Rules imposed from above are characteristic of a dictatorship. Dictatorship breeds rebellion. Nevertheless, most schools have long lists of rules, many of which demonstrate an aggressive lack of respect for their pupils and seem designed to emphasise their inferior status.
Rules about uniform have a page of their own on this site. Here are some examples of other kinds of rule. There is probably no school that has all these rules, but they all exist in one school or another.
- Certain areas of the school grounds are out of bounds to certain groups, for no clear reason.
- You must write your name and the date in the top right-hand corner of any piece of work and draw a line under them with a ruler.
- You must interrupt your work and stand up when a visitor enters the classroom, regardless of what you are doing or what the visitor has come to do.
- If mobile phones are found, they will be confiscated for six weeks.
- Movement inside the school building is to be made quietly, in single file.
- You must not eat or drink during lessons.
- You can only go to the toilet between lessons
- You may not come into the school building when you arrive in the morning until the bell goes; then you must line up in the playground and wait till your class teacher tells you to go in.
- No pupil is allowed inside the building during mid-morning break or during the lunchtime.
- You must not wear any outdoor clothing in the classroom.
- All teachers must be addressed as 'Miss' or 'Sir.'
When your behaviour is governed like this you are prevented from doing things for the right reasons. You don't learn to write neatly because you want other people to be able to read it, you write neatly because if you don't you will be made to write it all out again. You don't speak politely to the staff because you feel friendly towards them, you speak politely to them because you will be punished if you don't. In this kind of atmosphere breaking rules surreptitiously, regardless of the distress it may cause, becomes an attractive game. Smoking during the school day is a triumph.
Schools love making rules. They use them rather as governments use targets – you see a problem and you make a rule, just as a government sees a problem and sets a target. In neither case is any practical action taken to ease the problem itself. Children have been late handing in their homework? Make a rule. The girls have been excluded from the playground by the boys playing football? Make a rule. There is too much noise in the dining hall? Make a rule. No questions are raised about the usefulness of homework, or the problems some children have in finding time or space to do it. There is no discussion of the fair use of playground space, or the general atmosphere in the dining hall. Rules are made and homework becomes even more of a repulsive chore, the girls are jeered a for their protected status and the midday meal is dominated by shouting teachers.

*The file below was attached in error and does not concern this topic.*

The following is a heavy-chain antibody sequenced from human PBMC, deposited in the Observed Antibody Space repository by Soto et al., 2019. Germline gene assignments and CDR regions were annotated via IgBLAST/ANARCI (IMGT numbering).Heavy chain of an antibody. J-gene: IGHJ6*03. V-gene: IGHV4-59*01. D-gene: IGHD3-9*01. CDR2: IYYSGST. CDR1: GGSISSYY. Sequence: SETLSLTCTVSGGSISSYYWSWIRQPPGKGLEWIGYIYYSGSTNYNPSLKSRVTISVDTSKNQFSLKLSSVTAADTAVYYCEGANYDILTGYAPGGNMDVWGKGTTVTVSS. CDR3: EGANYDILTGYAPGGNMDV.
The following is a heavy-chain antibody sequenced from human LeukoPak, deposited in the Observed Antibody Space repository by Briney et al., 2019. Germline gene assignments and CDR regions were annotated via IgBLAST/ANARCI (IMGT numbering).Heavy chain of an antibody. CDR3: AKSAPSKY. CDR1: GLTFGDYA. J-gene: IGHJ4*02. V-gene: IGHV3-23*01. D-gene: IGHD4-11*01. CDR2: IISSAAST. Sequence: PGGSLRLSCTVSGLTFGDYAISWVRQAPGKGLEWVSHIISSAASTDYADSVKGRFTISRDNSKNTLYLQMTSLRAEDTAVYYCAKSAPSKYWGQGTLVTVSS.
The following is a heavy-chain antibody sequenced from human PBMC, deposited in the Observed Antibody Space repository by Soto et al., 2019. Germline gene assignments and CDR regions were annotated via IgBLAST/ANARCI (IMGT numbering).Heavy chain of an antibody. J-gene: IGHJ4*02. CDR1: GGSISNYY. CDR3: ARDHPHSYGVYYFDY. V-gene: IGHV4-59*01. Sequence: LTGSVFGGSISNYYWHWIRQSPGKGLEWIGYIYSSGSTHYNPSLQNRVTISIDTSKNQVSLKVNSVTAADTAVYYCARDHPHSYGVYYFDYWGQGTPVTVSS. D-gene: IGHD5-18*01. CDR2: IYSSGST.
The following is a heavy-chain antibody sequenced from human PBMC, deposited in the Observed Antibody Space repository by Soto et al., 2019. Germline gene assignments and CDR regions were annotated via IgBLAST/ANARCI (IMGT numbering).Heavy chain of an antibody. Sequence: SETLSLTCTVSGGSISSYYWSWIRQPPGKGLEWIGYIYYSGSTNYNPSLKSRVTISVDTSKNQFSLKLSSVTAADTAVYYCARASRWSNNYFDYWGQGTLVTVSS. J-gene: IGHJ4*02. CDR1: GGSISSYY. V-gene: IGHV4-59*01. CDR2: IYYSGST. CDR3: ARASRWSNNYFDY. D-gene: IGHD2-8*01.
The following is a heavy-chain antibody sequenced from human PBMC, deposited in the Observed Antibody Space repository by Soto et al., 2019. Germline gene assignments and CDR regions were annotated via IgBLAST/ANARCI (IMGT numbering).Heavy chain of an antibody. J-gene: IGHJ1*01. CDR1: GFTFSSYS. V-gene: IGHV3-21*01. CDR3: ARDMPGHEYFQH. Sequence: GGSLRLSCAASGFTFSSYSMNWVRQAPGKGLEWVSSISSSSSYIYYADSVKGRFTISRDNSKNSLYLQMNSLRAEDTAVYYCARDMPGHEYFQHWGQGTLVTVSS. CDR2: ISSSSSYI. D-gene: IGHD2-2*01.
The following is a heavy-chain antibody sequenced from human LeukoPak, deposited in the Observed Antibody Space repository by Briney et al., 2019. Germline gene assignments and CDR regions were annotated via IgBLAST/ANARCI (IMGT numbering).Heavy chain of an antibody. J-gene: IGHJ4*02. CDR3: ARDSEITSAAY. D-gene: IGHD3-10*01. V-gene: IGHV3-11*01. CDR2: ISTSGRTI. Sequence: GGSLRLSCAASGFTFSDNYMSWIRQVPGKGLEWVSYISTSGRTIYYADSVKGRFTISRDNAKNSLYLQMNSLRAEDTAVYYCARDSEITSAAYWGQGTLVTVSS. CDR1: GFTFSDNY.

The implication of school rules of this kind is that the staff believe that children who are not kept in order by rules and punishments will be disruptive, rude and idle. In fact the reverse is true: children become disruptive, rude and idle as a direct response to rules and punishments. What is supposed to be a remedy actually makes the problem worse – or indeed may have created the problem in the first place.
Any school has generally observed customs, such as opening hours and lesson times. It will also need rules to govern various activities, such as borrowing books from the library or using the school computers. All this is necessary and normally accepted without question. It is the unnecessary, repressive rules that cause resentment and often become an introduction to rule-breaking.
Where there are unnecessary rules there is a powerful urge to rebel. When the rules are broken, discipline is tightened up; the disruption, rudeness and idleness are drive underground but do not go away.
This is not the only damage done by dictatorial rules. A more serious consequence of submitting to a totalitarian regime in school is the loss of any sense of personal responsibility. If children only behave well because they know the rules and are afraid of punishment, they have no reason to conform when they are out of reach of authority. Their own natural wish to get on well with other people and behave in a constructive way is stifled and distorted. Even if they are 'good' pupils, they are good for the wrong reason, and when they are out of school there is no longer any reason to be good at all.